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EDITORIAL: Prime Minister (PM) Imran Khan, during a meeting on April 6, 2021 with the ruling Pakistan Tehreek-i-Insaaf’s (PTI’s) spokespersons, termed the opposition ‘harmless’ and directed them to stop lambasting it and instead highlight the government’s achievements. While the first part of the PM’s assertion is understandable up to a point given the opposition Pakistan Democratic Movement (PDM) falling apart internally, the latter, highlighting the government’s achievements may prove a tall order. Even before he occupied his office, Imran Khan built his party around a round-the-clock castigation of the civilian governments of the Pakistan People’s Party (PPP) and the Pakistan Muslim League-Nawaz (PML-N) that preceded his entry into the corridors of power. However, what Imran Khan perhaps failed to realise is that dumping all the blame on past governments without much to show for your own is a strategy with a limited shelf life. Almost three years into its term, the PTI government’s unrelenting rhetoric is by now sounding stale, unconvincing, humourless and yielding diminishing returns. Instead, the people’s suffering under the PTI government has gone up by leaps and bounds, centering on inflation, growing unemployment, and little hope for the foreseeable future.

The PTI government’s handling of the economy has by and large, except for a few measures here and there, been found wanting during its tenure so far. Take for example the unending rhetoric of the PM and his spokespersons regarding the ‘mafias’ that manipulate the market and prices. A less pejorative and understandable description would be a ‘market economy’, which operates by and large on the principle of supply and demand, peripheral manipulation and exploitation of ‘opportunities’ presented by shortages of goods notwithstanding. Markets seldom yield to, or can be well-managed by, executive decisions. Take for example the sugar price issue. The government calculated the ex-mill price at Rs 80 per kilogram, and issued an executive order that the sweetener could not be sold higher than Rs 85 per kilogram. Predictably, the administration failed to successfully persuade traders to lower the current price of Rs 100-110. Now the Lahore High Court has stayed the lower price measure. So much for the campaign against the alleged satta (manipulative) mafia in sugar. The government’s approach to increasing poverty has centred around creating social security nets for the most needy. The concept of cash handouts though laudable has its own limitations notwithstanding the fact that it militates against the dignity, self-respect, and ability of the indigent to lift themselves up by their own bootstraps. It is the old adage about the difference between giving a person a fish gratis and teaching him/her how to fish instead that applies.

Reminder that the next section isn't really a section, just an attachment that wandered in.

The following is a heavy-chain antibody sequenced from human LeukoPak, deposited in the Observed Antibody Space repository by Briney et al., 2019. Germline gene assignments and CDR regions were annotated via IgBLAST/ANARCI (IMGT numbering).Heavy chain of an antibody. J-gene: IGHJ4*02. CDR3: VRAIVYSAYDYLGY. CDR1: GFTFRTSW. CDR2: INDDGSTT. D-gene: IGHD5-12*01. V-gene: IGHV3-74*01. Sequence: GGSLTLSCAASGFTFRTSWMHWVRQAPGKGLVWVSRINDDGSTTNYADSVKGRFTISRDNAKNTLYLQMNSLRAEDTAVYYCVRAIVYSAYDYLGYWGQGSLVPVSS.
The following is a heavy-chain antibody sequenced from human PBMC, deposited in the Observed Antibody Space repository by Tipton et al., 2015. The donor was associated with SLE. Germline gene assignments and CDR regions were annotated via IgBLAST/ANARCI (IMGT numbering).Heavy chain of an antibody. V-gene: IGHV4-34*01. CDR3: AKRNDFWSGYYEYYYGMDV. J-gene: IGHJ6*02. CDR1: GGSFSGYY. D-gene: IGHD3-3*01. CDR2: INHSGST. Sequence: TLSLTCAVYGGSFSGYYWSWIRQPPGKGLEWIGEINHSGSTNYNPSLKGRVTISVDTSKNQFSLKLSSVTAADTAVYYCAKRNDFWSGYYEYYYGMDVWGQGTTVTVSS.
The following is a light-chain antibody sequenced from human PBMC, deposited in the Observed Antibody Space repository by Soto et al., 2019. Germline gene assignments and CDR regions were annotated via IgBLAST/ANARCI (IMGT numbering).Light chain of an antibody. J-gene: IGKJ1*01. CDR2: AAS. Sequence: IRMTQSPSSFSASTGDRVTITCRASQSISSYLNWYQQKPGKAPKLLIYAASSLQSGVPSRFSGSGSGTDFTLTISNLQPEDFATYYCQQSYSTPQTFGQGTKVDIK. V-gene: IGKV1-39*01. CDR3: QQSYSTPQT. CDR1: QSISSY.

Perhaps as a corollary to the desired policy shift, the government (and Speaker of the National Assembly) have been at pains to throw the door open to an estranged and resentful opposition to help bring in electoral and judicial reforms. There is little need to remind ourselves how the opposition has been subjected to rude rhetoric and worse since the PTI came to power. To now suddenly expect the opposition to let bygones be bygones and cooperate with the treasury benches in parliament is baying for the moon. Parliament itself has received scant respect from the PM downwards, whether it is the former’s absence from the house or the verbal abuse of the opposition by the government’s ministers and spokespeople. Imran Khan once confessed after coming to power that he knew things were bad in the country but had no idea just how bad they were till he was confronted with the responsibility for running the country. If so, this underlines how poorly the PTI prepared or did its homework in anticipation of the day when it came to power. The niggling thought is that since the government’s spokespersons are likely to struggle to find the ‘achievements’ of the PTI in power to project or give a positive spin to, faced with criticism of such efforts, whether from the opposition (which is its right in a democracy) or other sources, how long will the ‘benign’ policy shift last?

Copyright Business Recorder, 2021